Review: The Shadow Whose Prey The Hunter Becomes

Gloriously unsettling re-education

By Owen James


Geelong’s ‘Back to Back Theatre’ have created confronting and inspiring theatre with ‘The Shadow Whose Prey The Hunter Becomes’. Performed by five neuro-diverse artists, this journey through contemporary issues opens our eyes and our hearts in its hope to re-educate the public and defeat debilitating stigma.

‘Shadow’ is a triumph of collaboration, confirmed in the programme notes by writer John Bailey – which speak to the two and a half years of discussion that have fuelled this work and are ingrained in its every seam. So truthful and direct are the statements and questions posed throughout that they are sometimes shocking to process. Director Bruce Gladwin has weaved together conversive threads tackling First Nations recognition, the appropriateness of the term ‘disability’, ableism and attached intrinsic shame, disgraced public figures (such as Kevin Spacey) and whether their art can still morally be enjoyed, and the divisive future of AI. The heated and well-paced debates rationalise common thinking but also open our eyes to new, dangerous perspectives. These are the conversations we should be having, presented by a group with minds different to our own who recognise the juncture contemporary society is at.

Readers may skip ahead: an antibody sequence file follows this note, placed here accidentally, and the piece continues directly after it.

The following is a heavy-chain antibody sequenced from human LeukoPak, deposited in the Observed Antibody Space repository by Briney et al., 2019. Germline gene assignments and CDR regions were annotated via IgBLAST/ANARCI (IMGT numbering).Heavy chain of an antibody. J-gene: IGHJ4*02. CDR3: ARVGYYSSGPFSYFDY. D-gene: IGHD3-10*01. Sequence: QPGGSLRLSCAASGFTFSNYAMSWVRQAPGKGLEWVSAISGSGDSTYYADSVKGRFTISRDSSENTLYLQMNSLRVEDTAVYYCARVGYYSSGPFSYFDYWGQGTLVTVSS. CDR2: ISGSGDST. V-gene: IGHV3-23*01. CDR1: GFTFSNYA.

Performers Michael Chan, Mark Deans, Simon Laherty, Sarah Mainwaring and Scott Price use their diversity to teach patience and acceptance. Their resilience stirs dreams of true, blind inclusivity, quickly unifying everyone in the room and imploring us to engage with their heartfelt message. Through humour and provocative, edgy assertions, a warm determination grows, and then hangs over the audience as we leave the theatre. This feeling hasn’t really left me since seeing the piece, proving Back to Back Theatre’s ability to yield a very successfully robust, enduring message through their art. It’s a demonstration of how theatre can challenge and teach when in the right hands.

I’ll certainly be along to see more of Back to Back’s permeating work in the future, and I recommend you don’t miss this hopeful, bold depiction of our confusingly contrary reality.

Runs until 20th October as part of Melbourne International Arts Festival at the Fairfax Studio:

Photography by Zan Wimberley